Night Trap is an interactive movie video game developed by Digital Pictures for the Sega/Mega-CD and first released in North America on October 15, 1992. It was later ported to the Sega 32X, 3DO, MS-DOS, and Mac OS. The game is composed of over 90 minutes of full-motion video (FMV) sequences, only possible with the storage capabilities of the new CD-ROM format. The plot concerns a group of young women who are the targets of the Augers, vampiric beings who wish to take the women's blood. The player must switch between various hidden cameras, activating traps that capture the Augers and prevent the women from being harmed.
Night Trap is notorious for the controversy it brewed in 1993 due to the game's mature content. This controversy led to withdrawal of the game from the market, hearings on violent video games at the United States Senate, and contributed to the creation of the Entertainment Software Rating Board (ESRB). Night Trap was given a 15 certificate by the British Board of Film Classification.
A group of young women are staying at Mr. and Mrs. Martin's house for the night. The Martin family seems like a normal American family; however, odd things have been occurring at this house. Five girls who previously stayed there had disappeared, so the "Sega Control Attack Team" ("Sega" changed to "Special" once the game was ported to other consoles) is called upon to protect the new guests and find out what happened. As the new wave of girls arrive for a slumber party (one of whom is undercover SCAT agent Kelly (or Kelli) Medd,[a] played by Dana Plato), the vampiric Augers begin to invade the Martin family house, and it's up to the player to save the girls.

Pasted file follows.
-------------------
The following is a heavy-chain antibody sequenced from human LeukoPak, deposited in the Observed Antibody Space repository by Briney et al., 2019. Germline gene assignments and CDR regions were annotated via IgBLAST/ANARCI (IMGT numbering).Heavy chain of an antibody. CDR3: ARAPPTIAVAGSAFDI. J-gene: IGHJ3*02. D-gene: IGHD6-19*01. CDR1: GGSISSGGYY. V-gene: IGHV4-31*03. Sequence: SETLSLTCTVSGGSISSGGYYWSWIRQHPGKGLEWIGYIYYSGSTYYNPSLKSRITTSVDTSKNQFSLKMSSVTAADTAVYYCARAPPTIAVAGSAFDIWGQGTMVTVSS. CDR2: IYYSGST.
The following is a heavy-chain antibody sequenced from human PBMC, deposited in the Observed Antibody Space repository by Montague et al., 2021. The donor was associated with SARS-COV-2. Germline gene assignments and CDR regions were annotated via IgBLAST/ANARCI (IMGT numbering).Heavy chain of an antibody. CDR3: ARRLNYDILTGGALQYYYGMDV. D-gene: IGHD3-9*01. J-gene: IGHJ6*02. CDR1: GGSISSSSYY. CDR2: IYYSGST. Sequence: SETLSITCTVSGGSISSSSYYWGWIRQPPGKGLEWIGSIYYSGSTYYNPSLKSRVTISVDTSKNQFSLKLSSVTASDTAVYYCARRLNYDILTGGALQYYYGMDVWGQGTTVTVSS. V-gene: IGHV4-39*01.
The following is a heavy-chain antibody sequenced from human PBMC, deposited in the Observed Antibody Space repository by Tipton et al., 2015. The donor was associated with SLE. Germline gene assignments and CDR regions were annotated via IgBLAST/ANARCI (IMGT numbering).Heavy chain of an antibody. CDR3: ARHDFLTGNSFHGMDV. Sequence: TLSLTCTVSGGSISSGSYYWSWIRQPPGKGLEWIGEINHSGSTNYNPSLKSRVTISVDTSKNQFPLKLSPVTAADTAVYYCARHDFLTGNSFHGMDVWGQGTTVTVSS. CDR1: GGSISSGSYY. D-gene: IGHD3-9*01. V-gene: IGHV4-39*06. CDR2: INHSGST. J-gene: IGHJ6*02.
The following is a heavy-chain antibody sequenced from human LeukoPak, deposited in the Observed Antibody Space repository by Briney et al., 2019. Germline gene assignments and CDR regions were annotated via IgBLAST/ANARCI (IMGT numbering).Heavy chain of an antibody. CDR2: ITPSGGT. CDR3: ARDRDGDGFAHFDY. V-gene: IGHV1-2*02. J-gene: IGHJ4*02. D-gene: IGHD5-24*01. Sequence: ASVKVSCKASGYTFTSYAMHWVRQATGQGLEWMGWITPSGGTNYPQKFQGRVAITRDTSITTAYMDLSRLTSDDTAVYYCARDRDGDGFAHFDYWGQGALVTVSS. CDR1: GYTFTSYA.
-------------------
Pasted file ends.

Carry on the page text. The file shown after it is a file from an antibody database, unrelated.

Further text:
The game is an example of the trap-em-up genre, which also includes games like Heiankyo Alien, Space Panic, and Lode Runner. Referred to as "control", the player views events via hidden cameras set up in eight different locations, which can be viewed one at a time. As the aforementioned Augers creep into the house, the player has to spot them and use traps to capture them. At the bottom of a screen rests a small meter; when this meter fills, it is the player's signal to activate a trap in the room being viewed (i.e. a revolving bookcase or a faux seal on the floor) and capture the Auger(s) on screen, adding to the score.
The player must also have the correct security access color code selected on screen in order for the traps to work. The code is changed four times throughout the course of the game, and keeping up with the accurate code requires listening in on key conversations. Ultimately, high performance requires repeat plays in order to gain complete knowledge of the story and capture all Augers possible. Time always moves forward, cannot be rewound, and if too many vampires are missed, the game ends. The game will also end if certain characters are taken away or if the hosts of the slumber party disconnect the player's access to the traps.